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Making it from 40 to 50 coverMaking it from 40 to 50

Submitter: Ironically, I turn 40 in three months. I found this just in time!  The chapter headings for Middle 40s men are my favorite part.

Holly: Mary totally missed the boat on this book.  If only someone had told her this was available!  Ha!

Maybe this is just my perception, and I’m only 36, but in 1976, turning 40 was a bigger deal than it seems to be now.  A book about going from 50 to 60, or even 60 to 70 could cover these same concepts.  People work longer, have kids later in life, get married older, are healthier, live longer…all of that makes 60 the new 40.

Mary: Hey, get off my lawn!

Making it from 40 to 50 contents

Making it from 40 to 50 contents

Making it from 40 to 50 contents

Making it from 40 to 50 inside flap


  1. I like how they advise to keep your investments at a “safe 6%”

    Then there is the bit about the children leaving. Considering average age of first child in Canada is now 29.5, that would mean baby’s out the door at 11. Time she started paying her own way, anyway. Otherwise, they tend to stay living with their parents until they’re 30. ha ha ha

  2. I have a HUGE complaint with this book…the chapter on gray hair. Anyone who makes it to 40 before getting any gray hair should be jumping for joy. I started getting gray hair at 17 and gave up trying to hide them before I turned 30.

  3. Really Amanda? Then I was a totally average kid! I’d always joked that I would be underfoot until I was 30… it almost came true. This is a fairly depressing book to say the least. Makes me almost afraid of eventually turning 40.

  4. Good grief, they make suicide at 39 sound appealing! According to this book, your 40s involve: terrible sex, your children abandoning you, you husband cheating on you, and divorce. Oh, and going to university, because you’re bored.

  5. OMG – no wonder people were having “mid life crises” back then! We celebrate these passages now – thank goodness! This book would push even the most cheerful, optimistic person to a point of suicide. yuk. you can’t get rid of that book fast enough…..

  6. I’m in my mid-forties, and I AM dealing with contemporaries dying and menopause and gaining weight, and the child is now out of the house. I agree that 40 seemed a lot older when this book was written, but many people still deal with many of these issues in their 40s.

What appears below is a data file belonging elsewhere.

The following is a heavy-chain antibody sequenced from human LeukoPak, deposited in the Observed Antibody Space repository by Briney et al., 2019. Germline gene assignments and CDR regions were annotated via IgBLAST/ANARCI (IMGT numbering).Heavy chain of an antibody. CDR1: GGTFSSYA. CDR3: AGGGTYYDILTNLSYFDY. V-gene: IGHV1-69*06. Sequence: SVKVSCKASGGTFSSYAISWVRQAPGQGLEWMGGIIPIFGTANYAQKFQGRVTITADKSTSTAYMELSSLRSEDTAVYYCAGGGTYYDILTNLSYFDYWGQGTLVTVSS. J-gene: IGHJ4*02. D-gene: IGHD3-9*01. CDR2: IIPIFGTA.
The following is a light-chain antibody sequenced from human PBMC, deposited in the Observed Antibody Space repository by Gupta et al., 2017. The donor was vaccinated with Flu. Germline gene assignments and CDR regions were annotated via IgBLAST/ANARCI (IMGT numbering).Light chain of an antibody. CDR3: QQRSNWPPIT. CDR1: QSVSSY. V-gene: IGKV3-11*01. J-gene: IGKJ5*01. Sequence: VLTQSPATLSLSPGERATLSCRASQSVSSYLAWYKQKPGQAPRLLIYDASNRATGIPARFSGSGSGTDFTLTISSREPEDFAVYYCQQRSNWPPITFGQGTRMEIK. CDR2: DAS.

Truthfully, the only part that struck me as dated was the “safe 6%” interest. Nowadays, conservative investing gets you about 1%!

  7. Wow! I’m 42, and, while I am not thrilled that my workouts at the gym now maintain my weight instead of making it go down, this book just does not apply! My kids are 6 & 1, so they better not leave any time soon! 🙂

  8. Oh my goodness…I’m 45 and I haven’t had a single one of these thoughts! I’m WAY behind! Must get busy….

  9. I’m only 34, but I feel young and basically healthy. I can’t imagine that much changing between now and 40 except that I finish the books I’m writing and hopefully lose those last ten or fifteen pounds. I might feel differently by then, but I doubt it. I was born the year this book was written and a lot has changed since then.
    BTW, I have gray hairs already, and I don’t remove them. They’re actually silver-gray, and I kind of think they’re pretty.

  10. I’m 60 with a 16 year old daughter. No gray hair and working full time. When I turned 40 the first thing I did was quit taking advice from people.

  11. My mom was 43 in 1976 and all of her children were in their late teens by that time. I’m now 53 and two of my children are still pre-teens. If for no other reason (and there are MANY others), this book should be weeded because the basic assumptions about what happens (especially to women) from age-to-age have changed so radically in the past three decades.

  12. @moklspa: 😀 Ha-ha! All you under-40’s commenting out there…”you” stay the same, your silver hair IS pretty, and life is good as long as there’s chocolate. Yeah, the mirror tells one side of the story, but not all of it.

  13. Thank goodness I found your site! If my husband ever comes home wearing “plaid, gold buttons or hot pink shirts” now I know why!!! 🙂

  14. The bit that pleased me most is that because it’s 1976, when reading ‘ An attack of Vanity ‘ p92-
    ” They want style- vents, plaids, gold buttons, hot pink shirts” – It could me talking about men or women!

  15. First gray hairs in early 40s? Huh? I’m 30 and already have too many grays to “pull out one-by-one”!

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